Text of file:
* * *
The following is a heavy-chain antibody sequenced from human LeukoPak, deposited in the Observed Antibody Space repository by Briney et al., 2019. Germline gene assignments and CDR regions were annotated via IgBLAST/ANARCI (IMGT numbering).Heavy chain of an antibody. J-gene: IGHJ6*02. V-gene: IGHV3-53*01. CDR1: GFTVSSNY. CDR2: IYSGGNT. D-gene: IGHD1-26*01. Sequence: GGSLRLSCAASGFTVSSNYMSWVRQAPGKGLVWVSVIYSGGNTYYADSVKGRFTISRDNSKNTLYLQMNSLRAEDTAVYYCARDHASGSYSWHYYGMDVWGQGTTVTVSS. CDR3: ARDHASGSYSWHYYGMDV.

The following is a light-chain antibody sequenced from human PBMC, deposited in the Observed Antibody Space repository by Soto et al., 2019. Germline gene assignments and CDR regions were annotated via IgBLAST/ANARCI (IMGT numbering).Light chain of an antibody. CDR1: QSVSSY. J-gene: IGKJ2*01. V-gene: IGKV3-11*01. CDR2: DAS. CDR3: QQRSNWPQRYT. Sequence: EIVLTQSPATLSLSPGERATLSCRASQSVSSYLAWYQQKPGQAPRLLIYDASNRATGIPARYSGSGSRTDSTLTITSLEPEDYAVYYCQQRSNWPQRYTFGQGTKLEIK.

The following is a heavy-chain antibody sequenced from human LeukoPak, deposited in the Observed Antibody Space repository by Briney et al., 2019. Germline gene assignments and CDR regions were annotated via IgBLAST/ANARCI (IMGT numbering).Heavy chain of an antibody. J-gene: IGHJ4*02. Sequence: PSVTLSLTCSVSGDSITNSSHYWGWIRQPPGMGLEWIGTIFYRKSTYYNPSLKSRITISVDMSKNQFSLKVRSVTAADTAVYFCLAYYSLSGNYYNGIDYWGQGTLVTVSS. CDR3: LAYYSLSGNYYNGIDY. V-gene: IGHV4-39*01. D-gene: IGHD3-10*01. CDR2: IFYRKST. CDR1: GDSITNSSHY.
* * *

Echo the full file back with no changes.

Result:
The following is a heavy-chain antibody sequenced from human LeukoPak, deposited in the Observed Antibody Space repository by Briney et al., 2019. Germline gene assignments and CDR regions were annotated via IgBLAST/ANARCI (IMGT numbering).Heavy chain of an antibody. J-gene: IGHJ6*02. V-gene: IGHV3-53*01. CDR1: GFTVSSNY. CDR2: IYSGGNT. D-gene: IGHD1-26*01. Sequence: GGSLRLSCAASGFTVSSNYMSWVRQAPGKGLVWVSVIYSGGNTYYADSVKGRFTISRDNSKNTLYLQMNSLRAEDTAVYYCARDHASGSYSWHYYGMDVWGQGTTVTVSS. CDR3: ARDHASGSYSWHYYGMDV.

The following is a light-chain antibody sequenced from human PBMC, deposited in the Observed Antibody Space repository by Soto et al., 2019. Germline gene assignments and CDR regions were annotated via IgBLAST/ANARCI (IMGT numbering).Light chain of an antibody. CDR1: QSVSSY. J-gene: IGKJ2*01. V-gene: IGKV3-11*01. CDR2: DAS. CDR3: QQRSNWPQRYT. Sequence: EIVLTQSPATLSLSPGERATLSCRASQSVSSYLAWYQQKPGQAPRLLIYDASNRATGIPARYSGSGSRTDSTLTITSLEPEDYAVYYCQQRSNWPQRYTFGQGTKLEIK.

The following is a heavy-chain antibody sequenced from human LeukoPak, deposited in the Observed Antibody Space repository by Briney et al., 2019. Germline gene assignments and CDR regions were annotated via IgBLAST/ANARCI (IMGT numbering).Heavy chain of an antibody. J-gene: IGHJ4*02. Sequence: PSVTLSLTCSVSGDSITNSSHYWGWIRQPPGMGLEWIGTIFYRKSTYYNPSLKSRITISVDMSKNQFSLKVRSVTAADTAVYFCLAYYSLSGNYYNGIDYWGQGTLVTVSS. CDR3: LAYYSLSGNYYNGIDY. V-gene: IGHV4-39*01. D-gene: IGHD3-10*01. CDR2: IFYRKST. CDR1: GDSITNSSHY.